Air Jordans spark fights, vandalism and pepper spray incident (VIDEO)
Air Jordans went on sale Friday. Shoppers lined up all night to purchase the coveted sneakers, but in some states fights broke out and police made arrests.
Fights, vandalism and arrests marked the release of Nike's new Air Jordan basketball shoes as a shopping rush on stores across the United States led to unrest that nearly turned into rioting.Skip to next paragraph
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The outbursts of chaos stretched from Washington state to Georgia as shoppers — often waiting for hours in lines — converged on stores Friday in pursuit of the shoes, a retro model of one of the most popularAir Jordans ever made.
In suburban Seattle, police used pepper spray on about 20 customers who started fighting at the Westfield Southcenter mall. The crowd started gathering at four stores in the mall around midnight and had grown to more than 1,000 people by 4 a.m., when the stores opened, Tukwila Officer Mike Murphy said. He said it started as fighting and pushing among people in line and escalated over the next hour.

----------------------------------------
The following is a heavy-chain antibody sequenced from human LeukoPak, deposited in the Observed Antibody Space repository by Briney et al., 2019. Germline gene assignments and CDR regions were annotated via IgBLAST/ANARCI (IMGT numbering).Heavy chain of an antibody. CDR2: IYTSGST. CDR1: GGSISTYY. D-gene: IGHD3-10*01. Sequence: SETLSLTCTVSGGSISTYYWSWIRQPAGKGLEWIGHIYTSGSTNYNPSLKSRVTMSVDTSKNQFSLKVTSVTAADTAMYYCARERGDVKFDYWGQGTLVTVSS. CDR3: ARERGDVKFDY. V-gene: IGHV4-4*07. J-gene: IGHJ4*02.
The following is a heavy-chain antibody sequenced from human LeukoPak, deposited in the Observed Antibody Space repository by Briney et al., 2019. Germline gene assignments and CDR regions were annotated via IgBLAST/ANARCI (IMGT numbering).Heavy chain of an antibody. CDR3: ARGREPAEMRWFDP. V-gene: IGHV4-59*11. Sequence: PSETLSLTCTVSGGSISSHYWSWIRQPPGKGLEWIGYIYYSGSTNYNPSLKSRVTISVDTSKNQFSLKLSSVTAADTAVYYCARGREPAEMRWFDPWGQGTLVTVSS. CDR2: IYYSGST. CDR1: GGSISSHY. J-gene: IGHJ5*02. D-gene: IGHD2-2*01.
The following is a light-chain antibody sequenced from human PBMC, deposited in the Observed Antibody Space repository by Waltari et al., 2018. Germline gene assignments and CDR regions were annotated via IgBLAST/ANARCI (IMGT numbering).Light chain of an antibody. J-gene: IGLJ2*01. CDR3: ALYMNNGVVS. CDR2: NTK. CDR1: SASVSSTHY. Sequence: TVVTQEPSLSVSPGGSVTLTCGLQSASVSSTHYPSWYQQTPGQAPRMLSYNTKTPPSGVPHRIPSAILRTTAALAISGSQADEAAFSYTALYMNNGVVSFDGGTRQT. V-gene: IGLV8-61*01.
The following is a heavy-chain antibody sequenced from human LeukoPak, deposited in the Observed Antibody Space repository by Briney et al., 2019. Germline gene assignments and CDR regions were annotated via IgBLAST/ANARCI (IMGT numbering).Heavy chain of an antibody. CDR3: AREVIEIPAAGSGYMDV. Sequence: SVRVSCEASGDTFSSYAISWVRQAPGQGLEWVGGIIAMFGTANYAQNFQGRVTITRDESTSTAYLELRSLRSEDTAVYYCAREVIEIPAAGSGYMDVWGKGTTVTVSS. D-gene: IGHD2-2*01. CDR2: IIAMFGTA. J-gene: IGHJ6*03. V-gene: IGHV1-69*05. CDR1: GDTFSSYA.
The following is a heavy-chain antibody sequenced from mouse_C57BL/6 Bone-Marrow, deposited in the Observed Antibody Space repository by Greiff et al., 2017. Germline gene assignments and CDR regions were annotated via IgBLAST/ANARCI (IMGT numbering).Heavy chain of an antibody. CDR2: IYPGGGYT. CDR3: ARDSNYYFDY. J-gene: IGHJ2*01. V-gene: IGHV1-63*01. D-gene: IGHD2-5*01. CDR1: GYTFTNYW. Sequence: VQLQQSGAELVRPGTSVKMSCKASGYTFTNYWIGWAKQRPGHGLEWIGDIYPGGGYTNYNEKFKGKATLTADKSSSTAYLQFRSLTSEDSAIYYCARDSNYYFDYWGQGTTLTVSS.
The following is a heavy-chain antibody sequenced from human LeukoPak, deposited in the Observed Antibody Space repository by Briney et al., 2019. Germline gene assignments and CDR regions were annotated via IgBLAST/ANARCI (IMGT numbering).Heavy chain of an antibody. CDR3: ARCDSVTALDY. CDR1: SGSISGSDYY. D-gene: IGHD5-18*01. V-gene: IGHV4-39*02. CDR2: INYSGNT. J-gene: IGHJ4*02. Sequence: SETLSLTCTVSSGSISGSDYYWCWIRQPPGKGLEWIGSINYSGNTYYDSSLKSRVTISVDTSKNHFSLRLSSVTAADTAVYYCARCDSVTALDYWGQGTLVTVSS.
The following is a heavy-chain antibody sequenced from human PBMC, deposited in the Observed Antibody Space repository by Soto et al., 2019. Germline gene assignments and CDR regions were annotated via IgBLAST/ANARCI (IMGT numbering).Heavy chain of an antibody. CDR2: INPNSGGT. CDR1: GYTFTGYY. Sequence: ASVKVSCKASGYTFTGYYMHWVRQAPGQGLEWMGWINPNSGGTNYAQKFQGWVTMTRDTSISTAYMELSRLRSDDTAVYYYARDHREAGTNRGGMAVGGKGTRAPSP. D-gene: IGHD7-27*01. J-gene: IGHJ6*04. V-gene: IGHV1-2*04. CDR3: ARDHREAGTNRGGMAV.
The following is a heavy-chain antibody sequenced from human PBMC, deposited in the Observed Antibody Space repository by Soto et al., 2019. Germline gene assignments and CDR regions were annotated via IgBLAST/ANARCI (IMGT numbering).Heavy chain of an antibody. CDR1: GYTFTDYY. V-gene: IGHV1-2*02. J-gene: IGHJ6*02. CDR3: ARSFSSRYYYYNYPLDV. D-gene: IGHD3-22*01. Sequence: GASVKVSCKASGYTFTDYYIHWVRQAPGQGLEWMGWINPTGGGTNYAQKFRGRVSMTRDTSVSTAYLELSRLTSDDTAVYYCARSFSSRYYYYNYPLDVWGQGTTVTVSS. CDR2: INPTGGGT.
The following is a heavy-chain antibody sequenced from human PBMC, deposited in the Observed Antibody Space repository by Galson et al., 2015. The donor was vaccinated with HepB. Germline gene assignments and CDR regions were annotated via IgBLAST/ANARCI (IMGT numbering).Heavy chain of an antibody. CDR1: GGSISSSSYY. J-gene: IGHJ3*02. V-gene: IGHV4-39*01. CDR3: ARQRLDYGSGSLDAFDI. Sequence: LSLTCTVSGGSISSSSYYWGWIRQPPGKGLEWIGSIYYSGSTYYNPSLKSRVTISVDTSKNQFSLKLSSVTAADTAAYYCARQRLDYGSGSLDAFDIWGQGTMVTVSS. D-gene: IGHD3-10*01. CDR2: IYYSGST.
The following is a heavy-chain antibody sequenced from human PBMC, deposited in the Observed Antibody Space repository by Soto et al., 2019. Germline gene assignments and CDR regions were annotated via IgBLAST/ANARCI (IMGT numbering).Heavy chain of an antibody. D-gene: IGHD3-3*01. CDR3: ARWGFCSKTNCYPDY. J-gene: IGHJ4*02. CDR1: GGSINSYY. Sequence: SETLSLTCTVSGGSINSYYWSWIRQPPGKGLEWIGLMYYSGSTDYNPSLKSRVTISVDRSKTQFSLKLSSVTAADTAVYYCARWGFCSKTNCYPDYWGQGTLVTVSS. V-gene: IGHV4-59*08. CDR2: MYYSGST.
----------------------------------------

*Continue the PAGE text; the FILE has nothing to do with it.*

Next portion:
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Murphy said no injuries were reported, although some people suffered cuts or scrapes from fights. Shoppers also broke two doors, and 18-year-old man was arrested for assault after authorities say he punched an officer.
"He did not get his shoes; he went to jail," Murphy said.
Watch video of the crowds here:
The mayhem was reminiscent of the violence that broke out 20 years ago in many cities as the shoes became popular targets for thieves. It also had a decidedly Black Friday feel as huge crowds of shoppers overwhelmed stores for a must-have item.
In some areas, lines began forming several hours before businesses opened for the $180 shoes that were selling in a limited release.
As the crowds kept growing through the night, they became more unruly and ended in vandalism, violence and arrests.
A man was stabbed when a brawl broke out between several people waiting in line at a Jersey City, New Jersey mall to buy the new shoes, authorities said. The 20-year-old man was expected to recover from his injuries.
In Richmond, California, police say crowds waiting to buy the Air Jordan 11 Retro Concords at the Hilltop Mall were turned away after a gunshot rang out around 7 a.m.
No injuries were reported, but police said a 24-year-old suspect was taken into custody. The gun apparently went off inadvertently, the Contra Costa Times reported.
Seventeen-year-old Dylan Pulver in Great Neck, New York, said he's been looking forward to the release of the shoes for several years, and he set out at 4:30 a.m. to get a pair. After the first store he tried was too crowded, he moved on to a second location and scored a pair.
"I probably could have used a half a size smaller, but I was just really happy to have the shoe," he said.
The frenzy over Air Jordans has been dangerous in the past. Some people were mugged or even killed for early versions of the shoe, created by Nike Inc. in 1984.